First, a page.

For a while, the show Hoarders was popular on cable.
A show about people who just can’t stop hoarding things in their homes. Bathrooms, kitchens, living rooms are piled high with paper, dishes, clothes, food. Doors can’t open. Sometimes there are too many animals in the house. People with hoarding disorder put themselves – and sometimes others – in danger.
The TV show resolves the issue with a lot of drama and tears, and the problem, at least what the viewer sees, is all taken care of in one or two episodes.
But life doesn’t work that way, and for a long time, there just wasn’t a lot of help available for people with hoarding disorder.
The Hoarding Task Force of Washtenaw County was one of the first in the country to help these folks.
Having someone on your side
Dave French is built like a football player, and he’s quick with a laugh.
He’s just spent about 45 minutes helping a woman sort through papers, magazines and clothes. She struggles with depression. And her landlord has been on her to clear the clutter.
French says when he first met her, things were a lot worse.
“The door couldn’t open. We couldn’t walk at all through here. We couldn’t go this way,” he says.
French works with the Hoarding Task Force. As he leaves the woman’s apartment, he calls out a few reminders to her.
“Just clear out the papers, throw them in a box and you’ve got your doors,” French says.
French helps all kinds of people. Some are down on their luck. Some are quite wealthy. He’s helped people find expensive jewelry they’ve misplaced. He even helped one woman discover an account full of cash she didn’t know about.
“Pat, did you realize you have half a million dollars? ‘Oh, great! Now about that old coffee maker, we’ve got to make sure…” says French, recalling a conversation he had with the woman, who has since passed away.
French says he feels like he can give people a little bit of reassurance. That someone is on their side when it feels like no one is on their side.
Helping people feel more comfortable in their own homes
Laurie Lutomski is a social worker who helped start the task force more than a decade ago. I joined her on a visit to a new client at her apartment.
The client wants to go by her initials, so we’ll call her R.S. She’s worried revealing her hoarding issues could affect her job.
When we walk in, there are boxes and stacks of things everywhere.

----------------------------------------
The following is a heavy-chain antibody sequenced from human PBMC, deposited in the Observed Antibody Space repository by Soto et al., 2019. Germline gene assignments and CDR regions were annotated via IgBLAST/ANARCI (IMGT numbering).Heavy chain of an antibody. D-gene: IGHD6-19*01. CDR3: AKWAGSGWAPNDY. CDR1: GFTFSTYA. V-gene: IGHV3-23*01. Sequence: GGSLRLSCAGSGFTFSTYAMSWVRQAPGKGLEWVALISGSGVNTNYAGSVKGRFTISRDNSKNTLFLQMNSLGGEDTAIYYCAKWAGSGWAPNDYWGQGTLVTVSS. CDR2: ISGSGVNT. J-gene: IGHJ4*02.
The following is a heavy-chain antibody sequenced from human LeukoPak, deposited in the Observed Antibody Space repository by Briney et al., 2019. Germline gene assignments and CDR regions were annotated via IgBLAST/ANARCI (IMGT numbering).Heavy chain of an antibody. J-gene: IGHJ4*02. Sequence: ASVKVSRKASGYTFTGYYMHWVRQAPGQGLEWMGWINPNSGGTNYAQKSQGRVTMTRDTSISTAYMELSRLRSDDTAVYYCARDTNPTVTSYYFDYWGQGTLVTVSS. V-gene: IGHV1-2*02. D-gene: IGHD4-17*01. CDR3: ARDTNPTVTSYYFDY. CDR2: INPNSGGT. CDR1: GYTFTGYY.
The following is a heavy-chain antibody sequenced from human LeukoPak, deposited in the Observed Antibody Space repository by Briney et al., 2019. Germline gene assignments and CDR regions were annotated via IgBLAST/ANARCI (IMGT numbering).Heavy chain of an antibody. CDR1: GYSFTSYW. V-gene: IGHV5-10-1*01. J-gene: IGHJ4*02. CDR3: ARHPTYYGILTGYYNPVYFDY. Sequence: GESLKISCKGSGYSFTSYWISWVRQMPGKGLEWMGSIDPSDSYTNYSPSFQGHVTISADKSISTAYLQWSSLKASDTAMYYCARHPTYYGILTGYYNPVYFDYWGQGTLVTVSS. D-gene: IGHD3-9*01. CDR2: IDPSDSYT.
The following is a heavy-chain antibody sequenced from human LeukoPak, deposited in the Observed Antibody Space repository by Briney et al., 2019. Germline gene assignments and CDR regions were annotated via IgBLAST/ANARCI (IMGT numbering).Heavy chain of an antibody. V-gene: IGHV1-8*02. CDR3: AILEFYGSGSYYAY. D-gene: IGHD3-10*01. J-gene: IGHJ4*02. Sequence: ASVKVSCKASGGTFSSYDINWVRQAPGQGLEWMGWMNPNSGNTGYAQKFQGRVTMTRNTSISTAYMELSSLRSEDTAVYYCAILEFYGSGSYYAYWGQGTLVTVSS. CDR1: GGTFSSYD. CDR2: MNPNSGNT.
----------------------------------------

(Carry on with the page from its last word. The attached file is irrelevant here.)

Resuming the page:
“I’m a rubber stamper, so a lot of this is rubber stamp stuff, making cards and stuff like that,” says R.S.
R.S. says she’s been getting letters from her landlord. Letters saying she needs to clean up the piles of stuff in her kitchen. There are piles of paper covering the kitchen counters and the stove.
A friend insisted she call the task force.
“So, basically you want help with the kitchen or do you want somebody who can then help you with other areas as well?” asks Lutomski.
“That’d be helpful to have some organization with my stamp stuff,” R.S. says.
Lutomski says she’ll have a volunteer come in to help, and then R.S. will make piles of things to keep, recycle or throw away.
“The volunteer then would take everything that would go to donation,” Lutomski says. “Or to trash with them when they left. So you’d only have the ‘keep’ stuff left."
A look of relief washes over R.S.’s face.
“That’s just amazing,” she says.
“Well, they do that so you don’t have those second thoughts and kind of worry about it and think about it,” says Lutomski.
R.S. says her sister has been helping her cut down on clutter.
“Well, and you guys should get to be sisters. Not just do this kind of stuff. When you have time, you should be able to do sister stuff,” Lutomski says kindly.
“Right,” says R.S.
Lutomski writes down some information, and tells R.S. she’ll call her to set up an appointment.
R.S. says she didn’t think she’d be able to find help like this.
“I was so surprised. Just like, wow, the help I need,” she says.
We say goodbye, get in the car, and head out.
People hoard for a lot of reasons
Lutomski says R.S.’s situation is pretty typical. No major safety issues. No mold or mildew. She has pathways to all her doors and windows. She just has a lot of stuff.
“People with hoarding disorder aren’t disabled and they’re not stupid. Right? They read magazines, they watch TV, they know this is not the standard. But for some reason they’re comfortable there, for whatever reason that is,” says Lutomski. “I mean, they frankly don’t know that I don’t go home and crawl in my window.”
She says people have many different reasons that drive them to hoard. It can be mental illness, or trauma, or an emotional connection to stuff they inherited from a family member.
Lutomski says so far, they’ve helped 237 people with hoarding disorder.
The Washtenaw County task force has inspired other cities and counties in Michigan. Grand Rapids has a hoarding task force up and running now. Lutomski says they’ve mentored people from the Traverse City area, Saginaw, Livingston, Wayne and Genesee counties, and Dearborn and Canton Township on how to start their own task forces.
Lumtomski says it’s not always smooth. Progress can be slow and frustrating. Sometimes they discover disturbing things, like dead animals.
Sometimes, people lose their motivation to change. But Lutomski says she gets so much more back than she gives.
“And a lot of these folks don’t have family and other people, and they don’t fit the mental health system or they don’t fit the senior population. But they now know they have somebody they can touch base with, and that makes a huge difference in their world. And frankly, ours too,” says Lutomski.
She says the task force can make people safer in their own homes, and give them some of their power back.
Minding Michigan is Stateside’s ongoing series that examines mental health issues in our state.